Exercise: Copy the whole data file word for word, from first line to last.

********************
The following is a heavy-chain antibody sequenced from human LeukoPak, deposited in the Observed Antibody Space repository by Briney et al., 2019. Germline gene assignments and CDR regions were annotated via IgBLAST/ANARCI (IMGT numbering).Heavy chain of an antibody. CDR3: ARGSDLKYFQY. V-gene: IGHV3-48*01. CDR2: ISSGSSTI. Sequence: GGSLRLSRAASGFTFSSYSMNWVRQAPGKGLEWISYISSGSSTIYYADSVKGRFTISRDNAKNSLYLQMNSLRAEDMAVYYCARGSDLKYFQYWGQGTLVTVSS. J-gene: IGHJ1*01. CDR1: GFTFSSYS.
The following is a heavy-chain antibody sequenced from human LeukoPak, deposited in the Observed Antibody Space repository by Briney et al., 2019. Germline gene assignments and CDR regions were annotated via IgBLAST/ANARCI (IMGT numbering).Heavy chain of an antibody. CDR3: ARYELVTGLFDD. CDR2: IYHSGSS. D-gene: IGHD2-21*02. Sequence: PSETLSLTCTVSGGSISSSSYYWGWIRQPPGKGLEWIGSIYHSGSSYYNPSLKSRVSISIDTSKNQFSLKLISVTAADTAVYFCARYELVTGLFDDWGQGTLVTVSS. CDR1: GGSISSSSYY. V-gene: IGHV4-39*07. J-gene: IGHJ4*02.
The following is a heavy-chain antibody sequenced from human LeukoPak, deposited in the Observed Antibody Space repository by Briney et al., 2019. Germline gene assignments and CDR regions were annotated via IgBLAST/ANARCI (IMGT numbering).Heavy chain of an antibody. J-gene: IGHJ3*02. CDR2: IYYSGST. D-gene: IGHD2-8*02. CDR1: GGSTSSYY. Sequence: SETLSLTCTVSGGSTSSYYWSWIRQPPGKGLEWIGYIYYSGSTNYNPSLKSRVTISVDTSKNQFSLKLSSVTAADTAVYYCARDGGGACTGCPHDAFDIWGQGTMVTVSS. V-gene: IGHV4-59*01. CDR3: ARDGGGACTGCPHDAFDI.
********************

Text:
The following is a heavy-chain antibody sequenced from human LeukoPak, deposited in the Observed Antibody Space repository by Briney et al., 2019. Germline gene assignments and CDR regions were annotated via IgBLAST/ANARCI (IMGT numbering).Heavy chain of an antibody. CDR3: ARGSDLKYFQY. V-gene: IGHV3-48*01. CDR2: ISSGSSTI. Sequence: GGSLRLSRAASGFTFSSYSMNWVRQAPGKGLEWISYISSGSSTIYYADSVKGRFTISRDNAKNSLYLQMNSLRAEDMAVYYCARGSDLKYFQYWGQGTLVTVSS. J-gene: IGHJ1*01. CDR1: GFTFSSYS.
The following is a heavy-chain antibody sequenced from human LeukoPak, deposited in the Observed Antibody Space repository by Briney et al., 2019. Germline gene assignments and CDR regions were annotated via IgBLAST/ANARCI (IMGT numbering).Heavy chain of an antibody. CDR3: ARYELVTGLFDD. CDR2: IYHSGSS. D-gene: IGHD2-21*02. Sequence: PSETLSLTCTVSGGSISSSSYYWGWIRQPPGKGLEWIGSIYHSGSSYYNPSLKSRVSISIDTSKNQFSLKLISVTAADTAVYFCARYELVTGLFDDWGQGTLVTVSS. CDR1: GGSISSSSYY. V-gene: IGHV4-39*07. J-gene: IGHJ4*02.
The following is a heavy-chain antibody sequenced from human LeukoPak, deposited in the Observed Antibody Space repository by Briney et al., 2019. Germline gene assignments and CDR regions were annotated via IgBLAST/ANARCI (IMGT numbering).Heavy chain of an antibody. J-gene: IGHJ3*02. CDR2: IYYSGST. D-gene: IGHD2-8*02. CDR1: GGSTSSYY. Sequence: SETLSLTCTVSGGSTSSYYWSWIRQPPGKGLEWIGYIYYSGSTNYNPSLKSRVTISVDTSKNQFSLKLSSVTAADTAVYYCARDGGGACTGCPHDAFDIWGQGTMVTVSS. V-gene: IGHV4-59*01. CDR3: ARDGGGACTGCPHDAFDI.